Desserts - Created Date : 12.7.2019

Chocolate Drizzled Kettle Corn with Almonds

Chocolate Drizzled Kettle Corn with Almonds

Chocolate Drizzled Kettle Corn with Almonds

While Wikipedia tells me that kettle corn has been around since the 1700s, I distinctly remember a kettle corn boom in the early 2000s to the point that it became the only microwave popcorn I made.

Those 100 calorie packs? My daily snack.

I (temporarily) got off the popcorn train sometime in college when, after one too many dormmates scorched the living daylights out of it, I couldn’t stomach it anymore.

The proverbial ‘they’ say time heals all wounds…and they’re right when it came to my popcorn cravings. This chocolate drizzled kettle corn is the fourth popcorn recipe on the blog but the first one that dips back into my old love kettle corn.

While microwave popcorn can’t be beat for convenience, homemade popcorn isn’t that much more time consuming. I make it right on the stovetop, and all you’ll need is a big pot with a lid. It’s my preferred popcorn method now.

A big bag of popcorn kernels will cost you just a few bucks and will last a long while. My standard supermarket brand bag of kernels is 32 oz and in total is listed to make approximately 120 cups when popped.

That’s a lot of popcorn.

Even though the flavors are different, there are a lot of similarities between how I make this chocolate drizzled kettle corn and savory popcorn. For starters, same method – big pot with a lid.

Then I always use coconut oil for popping. It doesn’t burn, doesn’t leave a greasy feeling, and is flavorless when using refined coconut oil (see a note on this below).

Homemade popcorn at its most basic has very few ingredients: oil, kernels, and arguably salt as a must-add. Just one ingredient upgrades standard popcorn to kettle corn – sugar. In addition to all of the above, sugar is added to the pot along with the kernels and salt and works its magic in coating the popcorn with a slightly hardened and sweet coating as they pop.

That simple!

Once the popcorn has popped, you’ll want to immediately pour out the kettle corn onto a parchment paper-lined sheet and arrange it into a fairly uniform layer. Getting it out of the pot ASAP prevents the pieces on the bottom from burning, which as we know, is not a popcorn goal.

This also helps the kettle corn harden as it cools and clump together slightly. It’s inevitable that a few kernels will get a little too roasty toasty in the process, so just pick those out as needed. Once cooled, a quick drizzle of dark chocolate takes things to the next level to make this sweet snack/dessert something special.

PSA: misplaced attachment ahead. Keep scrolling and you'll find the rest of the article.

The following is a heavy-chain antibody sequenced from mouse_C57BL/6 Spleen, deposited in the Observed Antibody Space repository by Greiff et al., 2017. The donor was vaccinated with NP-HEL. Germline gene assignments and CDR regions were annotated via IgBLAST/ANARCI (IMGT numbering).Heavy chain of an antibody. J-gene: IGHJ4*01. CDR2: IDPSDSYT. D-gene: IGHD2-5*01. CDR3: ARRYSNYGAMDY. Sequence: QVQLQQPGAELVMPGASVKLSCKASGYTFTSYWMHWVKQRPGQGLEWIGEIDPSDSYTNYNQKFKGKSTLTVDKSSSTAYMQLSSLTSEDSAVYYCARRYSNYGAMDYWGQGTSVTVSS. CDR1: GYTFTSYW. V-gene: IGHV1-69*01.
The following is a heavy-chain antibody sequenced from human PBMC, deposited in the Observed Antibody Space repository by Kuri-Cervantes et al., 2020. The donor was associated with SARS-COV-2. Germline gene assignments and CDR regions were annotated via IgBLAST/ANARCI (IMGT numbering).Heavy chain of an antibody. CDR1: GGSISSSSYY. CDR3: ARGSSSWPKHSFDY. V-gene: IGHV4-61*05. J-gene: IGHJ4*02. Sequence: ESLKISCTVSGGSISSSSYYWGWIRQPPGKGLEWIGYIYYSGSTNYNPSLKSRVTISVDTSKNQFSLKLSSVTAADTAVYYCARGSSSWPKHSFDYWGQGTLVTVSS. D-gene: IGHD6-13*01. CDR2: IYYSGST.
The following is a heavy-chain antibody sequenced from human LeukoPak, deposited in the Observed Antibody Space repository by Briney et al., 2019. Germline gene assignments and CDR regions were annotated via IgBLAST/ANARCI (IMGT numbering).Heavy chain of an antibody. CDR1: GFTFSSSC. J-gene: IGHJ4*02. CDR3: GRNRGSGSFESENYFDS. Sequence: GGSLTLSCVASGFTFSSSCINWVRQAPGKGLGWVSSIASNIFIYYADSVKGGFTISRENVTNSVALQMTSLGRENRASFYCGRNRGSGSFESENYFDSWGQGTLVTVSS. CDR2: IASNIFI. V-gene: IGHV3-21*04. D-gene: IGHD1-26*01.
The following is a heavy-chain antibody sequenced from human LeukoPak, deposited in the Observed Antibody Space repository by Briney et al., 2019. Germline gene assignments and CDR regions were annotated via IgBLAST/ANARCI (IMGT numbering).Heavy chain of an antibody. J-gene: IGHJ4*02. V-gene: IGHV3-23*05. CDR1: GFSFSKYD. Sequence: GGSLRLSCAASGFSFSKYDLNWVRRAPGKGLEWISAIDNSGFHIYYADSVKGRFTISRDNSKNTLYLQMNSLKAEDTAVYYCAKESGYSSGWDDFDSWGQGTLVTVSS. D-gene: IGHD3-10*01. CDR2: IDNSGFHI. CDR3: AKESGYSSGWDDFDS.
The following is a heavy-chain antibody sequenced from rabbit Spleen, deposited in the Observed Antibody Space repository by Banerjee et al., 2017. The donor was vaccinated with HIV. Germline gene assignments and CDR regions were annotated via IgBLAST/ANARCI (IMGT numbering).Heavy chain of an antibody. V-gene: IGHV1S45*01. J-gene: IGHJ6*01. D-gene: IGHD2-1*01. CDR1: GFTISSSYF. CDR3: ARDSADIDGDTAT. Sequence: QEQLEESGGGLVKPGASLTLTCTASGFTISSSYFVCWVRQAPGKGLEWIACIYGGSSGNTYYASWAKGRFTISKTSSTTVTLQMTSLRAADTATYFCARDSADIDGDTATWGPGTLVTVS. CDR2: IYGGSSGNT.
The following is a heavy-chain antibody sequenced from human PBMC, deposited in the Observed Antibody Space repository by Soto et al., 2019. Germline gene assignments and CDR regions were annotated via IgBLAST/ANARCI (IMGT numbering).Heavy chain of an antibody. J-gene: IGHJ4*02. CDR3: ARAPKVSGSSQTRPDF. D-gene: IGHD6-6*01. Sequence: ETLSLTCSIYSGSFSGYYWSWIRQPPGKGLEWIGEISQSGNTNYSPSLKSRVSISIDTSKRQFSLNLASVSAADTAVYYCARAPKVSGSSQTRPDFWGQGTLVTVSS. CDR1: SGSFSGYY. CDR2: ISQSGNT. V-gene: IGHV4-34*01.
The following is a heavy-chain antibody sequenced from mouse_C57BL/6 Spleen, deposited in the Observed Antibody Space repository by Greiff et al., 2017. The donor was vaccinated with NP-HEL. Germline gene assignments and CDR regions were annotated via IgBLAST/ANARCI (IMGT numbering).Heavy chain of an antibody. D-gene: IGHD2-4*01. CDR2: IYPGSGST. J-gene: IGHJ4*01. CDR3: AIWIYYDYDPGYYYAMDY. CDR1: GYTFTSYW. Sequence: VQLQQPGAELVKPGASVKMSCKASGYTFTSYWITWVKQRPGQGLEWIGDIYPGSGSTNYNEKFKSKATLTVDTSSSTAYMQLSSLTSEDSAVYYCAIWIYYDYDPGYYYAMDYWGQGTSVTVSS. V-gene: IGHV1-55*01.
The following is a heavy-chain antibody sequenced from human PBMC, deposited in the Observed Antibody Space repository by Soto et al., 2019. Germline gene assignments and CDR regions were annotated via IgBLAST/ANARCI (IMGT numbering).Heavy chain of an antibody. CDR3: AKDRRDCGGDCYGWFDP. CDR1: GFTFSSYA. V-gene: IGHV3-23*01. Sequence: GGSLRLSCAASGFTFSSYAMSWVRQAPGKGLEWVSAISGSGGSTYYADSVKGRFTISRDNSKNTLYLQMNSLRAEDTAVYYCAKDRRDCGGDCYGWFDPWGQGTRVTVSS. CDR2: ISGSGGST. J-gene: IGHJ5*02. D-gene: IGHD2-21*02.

This chocolate drizzled kettle corn is certainly delicious without the almonds (and do leave them out if you want), but toasted almond slices tossed throughout were a nice treat!

Chocolate drizzled kettle corn recipe notes:

Refined vs. unrefined coconut oil. For my savory popcorn recipes I use refined coconut oil so as not to impart any coconut flavor. For this recipe I use unrefined coconut oil because a slight coconut flavor/after taste mixed with toasted almonds and dark chocolate is certainly complementary. Use whichever you prefer.

As written below I recommend measuring out all of your ingredients and prepping your parchment before beginning as this recipe moves quickly and is time-sensitive.

Chocolate Drizzled Kettle Corn with Almonds

Easy homemade kettle corn is mixed with toasted almonds and drizzled with dark chocolate for a quick and crunchy chocolate popcorn dessert.

Course Snack/Dessert

Cuisine American

Prep Time 15minutes

Cook Time 5minutes

Total Time 20minutes

Servings 8(estimated)

Calories 204kcal

Author Alyssa


1/3cupsliced almonds,toasted

3tbspcoconut oil

1/2cuppopcorn kernels

1/3cupgranulated sugar

1/4tspflaked sea salt

3ozdark chocolate,chopped


To toast almond slices:

Preheat oven to 350°F. Scatter sliced almonds in an even layer over an ungreased rimmed baking sheet and bake for 4-5 minutes, or until almond slices are golden brown. Keep a close eye on them as they can burn quickly.